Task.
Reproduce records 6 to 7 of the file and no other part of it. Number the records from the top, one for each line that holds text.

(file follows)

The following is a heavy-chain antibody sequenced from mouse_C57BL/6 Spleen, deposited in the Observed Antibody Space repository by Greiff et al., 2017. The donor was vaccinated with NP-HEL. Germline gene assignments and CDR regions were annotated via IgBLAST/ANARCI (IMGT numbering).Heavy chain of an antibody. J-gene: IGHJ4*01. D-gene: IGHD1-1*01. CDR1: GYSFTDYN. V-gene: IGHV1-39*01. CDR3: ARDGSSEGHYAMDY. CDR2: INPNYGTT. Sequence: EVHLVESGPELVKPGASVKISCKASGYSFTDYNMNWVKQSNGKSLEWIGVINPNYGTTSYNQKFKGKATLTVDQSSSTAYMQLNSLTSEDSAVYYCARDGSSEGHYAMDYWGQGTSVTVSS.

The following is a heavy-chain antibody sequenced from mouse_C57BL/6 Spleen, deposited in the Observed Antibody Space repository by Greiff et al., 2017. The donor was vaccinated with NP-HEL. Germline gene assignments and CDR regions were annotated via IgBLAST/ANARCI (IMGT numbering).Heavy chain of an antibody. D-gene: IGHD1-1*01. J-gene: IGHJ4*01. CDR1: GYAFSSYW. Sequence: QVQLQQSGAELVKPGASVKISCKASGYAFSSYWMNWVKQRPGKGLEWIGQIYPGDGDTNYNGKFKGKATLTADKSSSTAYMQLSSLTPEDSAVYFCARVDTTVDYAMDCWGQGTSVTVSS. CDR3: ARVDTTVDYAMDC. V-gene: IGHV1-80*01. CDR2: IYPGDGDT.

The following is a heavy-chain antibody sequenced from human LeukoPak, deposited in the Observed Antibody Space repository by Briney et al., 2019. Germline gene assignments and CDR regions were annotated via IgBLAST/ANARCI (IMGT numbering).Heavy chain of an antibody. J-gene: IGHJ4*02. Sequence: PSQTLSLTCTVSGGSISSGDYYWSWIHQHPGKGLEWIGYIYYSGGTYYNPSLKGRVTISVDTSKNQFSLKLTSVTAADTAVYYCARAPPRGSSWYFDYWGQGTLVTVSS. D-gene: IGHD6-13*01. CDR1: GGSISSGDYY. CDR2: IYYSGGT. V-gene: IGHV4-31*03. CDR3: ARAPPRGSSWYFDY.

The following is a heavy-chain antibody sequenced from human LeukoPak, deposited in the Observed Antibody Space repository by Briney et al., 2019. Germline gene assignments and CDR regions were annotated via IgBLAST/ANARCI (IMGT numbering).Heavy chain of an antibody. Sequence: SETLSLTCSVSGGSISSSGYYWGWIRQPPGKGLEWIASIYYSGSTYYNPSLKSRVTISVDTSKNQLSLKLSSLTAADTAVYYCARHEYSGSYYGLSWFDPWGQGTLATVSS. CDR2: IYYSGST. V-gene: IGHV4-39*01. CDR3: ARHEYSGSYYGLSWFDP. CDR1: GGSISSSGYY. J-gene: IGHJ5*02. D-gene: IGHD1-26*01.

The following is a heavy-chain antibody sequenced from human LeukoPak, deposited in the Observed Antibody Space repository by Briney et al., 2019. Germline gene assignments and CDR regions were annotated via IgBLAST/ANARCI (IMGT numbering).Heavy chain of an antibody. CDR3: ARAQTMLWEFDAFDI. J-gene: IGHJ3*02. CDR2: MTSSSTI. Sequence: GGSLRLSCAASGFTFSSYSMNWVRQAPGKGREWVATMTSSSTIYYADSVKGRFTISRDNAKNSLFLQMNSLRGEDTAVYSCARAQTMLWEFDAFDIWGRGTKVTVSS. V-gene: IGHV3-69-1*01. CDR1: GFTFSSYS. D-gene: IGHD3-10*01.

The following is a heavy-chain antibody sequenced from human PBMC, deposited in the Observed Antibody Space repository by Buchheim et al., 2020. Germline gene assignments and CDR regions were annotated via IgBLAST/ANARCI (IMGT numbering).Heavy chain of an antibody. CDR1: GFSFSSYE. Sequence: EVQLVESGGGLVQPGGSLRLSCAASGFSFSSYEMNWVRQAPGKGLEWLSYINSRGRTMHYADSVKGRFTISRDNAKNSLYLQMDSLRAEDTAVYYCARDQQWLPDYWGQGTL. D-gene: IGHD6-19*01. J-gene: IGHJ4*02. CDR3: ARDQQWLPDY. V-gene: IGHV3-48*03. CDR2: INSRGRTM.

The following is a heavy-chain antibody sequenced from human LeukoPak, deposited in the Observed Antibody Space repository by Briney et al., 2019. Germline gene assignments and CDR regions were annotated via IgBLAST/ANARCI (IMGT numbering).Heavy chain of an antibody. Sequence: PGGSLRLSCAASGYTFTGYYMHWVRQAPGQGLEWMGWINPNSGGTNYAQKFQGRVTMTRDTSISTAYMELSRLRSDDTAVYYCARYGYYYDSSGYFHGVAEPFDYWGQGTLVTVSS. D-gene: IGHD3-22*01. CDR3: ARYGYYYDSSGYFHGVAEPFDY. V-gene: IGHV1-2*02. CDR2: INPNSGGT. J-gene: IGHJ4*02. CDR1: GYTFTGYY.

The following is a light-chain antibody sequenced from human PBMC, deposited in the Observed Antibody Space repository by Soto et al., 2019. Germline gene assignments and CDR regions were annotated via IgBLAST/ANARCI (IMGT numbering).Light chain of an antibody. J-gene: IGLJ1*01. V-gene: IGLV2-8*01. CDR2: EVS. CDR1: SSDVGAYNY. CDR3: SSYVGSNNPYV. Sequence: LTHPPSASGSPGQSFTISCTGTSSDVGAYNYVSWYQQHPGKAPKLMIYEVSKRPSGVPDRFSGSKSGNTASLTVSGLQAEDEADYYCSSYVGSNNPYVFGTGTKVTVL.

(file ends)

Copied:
The following is a heavy-chain antibody sequenced from human PBMC, deposited in the Observed Antibody Space repository by Buchheim et al., 2020. Germline gene assignments and CDR regions were annotated via IgBLAST/ANARCI (IMGT numbering).Heavy chain of an antibody. CDR1: GFSFSSYE. Sequence: EVQLVESGGGLVQPGGSLRLSCAASGFSFSSYEMNWVRQAPGKGLEWLSYINSRGRTMHYADSVKGRFTISRDNAKNSLYLQMDSLRAEDTAVYYCARDQQWLPDYWGQGTL. D-gene: IGHD6-19*01. J-gene: IGHJ4*02. CDR3: ARDQQWLPDY. V-gene: IGHV3-48*03. CDR2: INSRGRTM.

The following is a heavy-chain antibody sequenced from human LeukoPak, deposited in the Observed Antibody Space repository by Briney et al., 2019. Germline gene assignments and CDR regions were annotated via IgBLAST/ANARCI (IMGT numbering).Heavy chain of an antibody. Sequence: PGGSLRLSCAASGYTFTGYYMHWVRQAPGQGLEWMGWINPNSGGTNYAQKFQGRVTMTRDTSISTAYMELSRLRSDDTAVYYCARYGYYYDSSGYFHGVAEPFDYWGQGTLVTVSS. D-gene: IGHD3-22*01. CDR3: ARYGYYYDSSGYFHGVAEPFDY. V-gene: IGHV1-2*02. CDR2: INPNSGGT. J-gene: IGHJ4*02. CDR1: GYTFTGYY.